Even an ingredient that worked in one dish got beat up in another. While a mixture of cauliflower, Brussels sprouts, honey, peanuts and caramel popcorn was a bunch of guilty pleasures, I also ordered Brussels sprouts on their own, only to find that they had been beset by the same pedestrian overload of bittersweet that tends to plague Brussels sprouts everywhere.

It shouldn’t take that many paragraphs to get to the good stuff, but usually the good stuff balances things out. This is not the case at dinner.

I liked a greasy and juicy lunch burger with a market basket full of veggies on top. But it’s not one of the best burgers in town, not even the best in the Pearl. I also enjoyed a New York prime strip cooked a perfect medium-rare, despite a sloppy filling of fatty spinach that made the plate look like it had just come out of the gym.

I liked Supper’s Braised Lamb Stew, a rich mix of parsnips, celeriac, mint and kale with big, meaty bites like a bargain on a winter coat in March. But with the texture mismatch of its tough leaves, the kale should have taken the night off the stew service.

And I liked the bouncy pork meatballs with tomato sauce, hot peppers and ricotta. They have done their aperitif job: to whet the appetite.

Fried quail is smoked and served with mashed potatoes and pickled corn relish at Supper, the restaurant at Emma at the Pearl.

Fried quail is smoked and served with mashed potatoes and pickled corn relish at Supper, the restaurant at Emma at the Pearl.

Mike Sutter / Staff

In the midst of all this ambiguity, I rediscovered the unequivocal joy of the smoked and fried quail that marked my first trip to Supper, a light and crunchy comforting puff with creamy mashed potatoes and corn relish sweet pickled.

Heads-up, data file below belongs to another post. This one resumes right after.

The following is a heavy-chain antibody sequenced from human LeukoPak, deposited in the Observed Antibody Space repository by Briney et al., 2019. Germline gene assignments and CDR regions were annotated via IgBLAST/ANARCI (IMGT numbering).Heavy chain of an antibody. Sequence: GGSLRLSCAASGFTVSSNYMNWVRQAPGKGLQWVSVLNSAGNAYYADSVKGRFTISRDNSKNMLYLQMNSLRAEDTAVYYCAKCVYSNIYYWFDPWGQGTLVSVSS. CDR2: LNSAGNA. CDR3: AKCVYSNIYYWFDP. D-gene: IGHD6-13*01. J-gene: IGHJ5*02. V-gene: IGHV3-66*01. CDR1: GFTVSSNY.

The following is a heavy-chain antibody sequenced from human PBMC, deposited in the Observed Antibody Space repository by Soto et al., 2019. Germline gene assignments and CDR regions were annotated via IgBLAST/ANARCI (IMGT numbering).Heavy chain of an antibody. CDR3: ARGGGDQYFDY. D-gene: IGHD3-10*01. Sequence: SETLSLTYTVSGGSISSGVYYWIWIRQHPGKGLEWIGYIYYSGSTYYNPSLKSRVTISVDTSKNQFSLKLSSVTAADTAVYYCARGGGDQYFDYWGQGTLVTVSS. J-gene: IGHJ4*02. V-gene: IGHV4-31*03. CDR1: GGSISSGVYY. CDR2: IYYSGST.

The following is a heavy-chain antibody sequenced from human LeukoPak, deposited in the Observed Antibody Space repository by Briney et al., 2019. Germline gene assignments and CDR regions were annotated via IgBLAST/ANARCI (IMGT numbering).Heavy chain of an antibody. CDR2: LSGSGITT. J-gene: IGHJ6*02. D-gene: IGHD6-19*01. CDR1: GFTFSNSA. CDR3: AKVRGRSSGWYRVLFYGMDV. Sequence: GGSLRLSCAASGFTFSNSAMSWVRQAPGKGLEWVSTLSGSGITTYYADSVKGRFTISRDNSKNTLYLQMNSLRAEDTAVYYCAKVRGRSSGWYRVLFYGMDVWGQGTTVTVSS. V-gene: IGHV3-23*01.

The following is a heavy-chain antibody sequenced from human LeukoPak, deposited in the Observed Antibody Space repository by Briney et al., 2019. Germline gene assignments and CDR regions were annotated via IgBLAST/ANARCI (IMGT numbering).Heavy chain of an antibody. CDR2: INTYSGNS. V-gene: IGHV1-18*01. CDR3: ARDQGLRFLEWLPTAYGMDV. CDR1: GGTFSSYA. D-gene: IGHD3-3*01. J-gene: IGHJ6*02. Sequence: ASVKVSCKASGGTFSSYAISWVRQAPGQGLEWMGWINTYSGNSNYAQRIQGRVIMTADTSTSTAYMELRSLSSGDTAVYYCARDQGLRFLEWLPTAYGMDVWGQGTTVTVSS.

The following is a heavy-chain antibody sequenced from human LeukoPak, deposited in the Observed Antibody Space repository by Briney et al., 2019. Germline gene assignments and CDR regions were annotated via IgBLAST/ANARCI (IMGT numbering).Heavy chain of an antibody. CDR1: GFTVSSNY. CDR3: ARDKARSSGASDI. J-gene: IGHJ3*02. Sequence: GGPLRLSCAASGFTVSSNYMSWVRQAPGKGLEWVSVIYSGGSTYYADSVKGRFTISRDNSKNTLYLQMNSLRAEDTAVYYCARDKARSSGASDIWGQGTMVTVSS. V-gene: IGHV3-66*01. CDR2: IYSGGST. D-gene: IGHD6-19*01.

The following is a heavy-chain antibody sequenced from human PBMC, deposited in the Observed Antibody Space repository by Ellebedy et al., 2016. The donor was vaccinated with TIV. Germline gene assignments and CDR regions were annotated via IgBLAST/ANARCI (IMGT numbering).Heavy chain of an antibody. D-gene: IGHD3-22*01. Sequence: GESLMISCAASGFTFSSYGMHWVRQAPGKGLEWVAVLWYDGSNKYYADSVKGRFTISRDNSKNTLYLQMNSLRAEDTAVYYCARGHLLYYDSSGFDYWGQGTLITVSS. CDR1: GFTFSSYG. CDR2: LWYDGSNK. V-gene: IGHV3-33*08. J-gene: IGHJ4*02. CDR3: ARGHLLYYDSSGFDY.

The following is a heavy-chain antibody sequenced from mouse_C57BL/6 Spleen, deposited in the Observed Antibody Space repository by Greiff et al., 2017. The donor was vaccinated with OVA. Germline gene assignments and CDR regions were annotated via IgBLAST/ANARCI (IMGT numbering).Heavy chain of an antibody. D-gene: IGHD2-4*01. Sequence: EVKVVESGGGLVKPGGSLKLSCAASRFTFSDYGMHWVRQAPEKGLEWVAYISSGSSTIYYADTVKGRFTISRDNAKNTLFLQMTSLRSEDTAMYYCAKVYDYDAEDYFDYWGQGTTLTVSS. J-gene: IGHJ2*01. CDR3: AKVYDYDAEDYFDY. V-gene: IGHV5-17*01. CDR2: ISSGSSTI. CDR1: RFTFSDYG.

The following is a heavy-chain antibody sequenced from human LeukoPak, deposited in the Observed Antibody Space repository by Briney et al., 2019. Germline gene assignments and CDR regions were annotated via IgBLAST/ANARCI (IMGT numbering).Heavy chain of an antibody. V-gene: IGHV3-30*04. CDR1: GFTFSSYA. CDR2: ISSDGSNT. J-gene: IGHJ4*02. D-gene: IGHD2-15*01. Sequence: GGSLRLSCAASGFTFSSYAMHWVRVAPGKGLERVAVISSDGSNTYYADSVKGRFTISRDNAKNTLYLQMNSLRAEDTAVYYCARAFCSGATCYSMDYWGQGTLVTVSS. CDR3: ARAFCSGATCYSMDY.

**

136 E. Grayson St. at the Emma at the Pearl Hotel, 210-448-8351, superatemma.com

Quick Bite: American gastronomy at the chic Hotel Emma at the Pearl

To hit: Fried quail, crispy cauliflower

Miss: Shrimps with polenta, branzino

Hours: 7am-10pm Sunday to Thursday; 7 a.m. to 11 p.m. Friday to Saturday

Price scale: Appetizers, $12 to $15; soups and salads, $12 to $14; dinner entrees, $23 to $58; breakfast and lunch entrees, $12 to $39; dessert, $10

Alcohol: Cocktails, wine and beer

***** Excellent, an almost perfect experience

**** Good, among the best in town

*** Average, with some notable points

** Poor, with a redemption factor or two

* Bad, nothing to recommend

Express-News food critics pay for all meals.


That first spark of joy dates back five years, when Supper reflected on its destination restaurant promise within a destination hotel, a successful study in the creative anachronism of celebrating the city’s industrial past while acknowledging its modern potential. But as Tony Soprano says, “Remember, when is the lowest form of communication.” Remembering is not enough.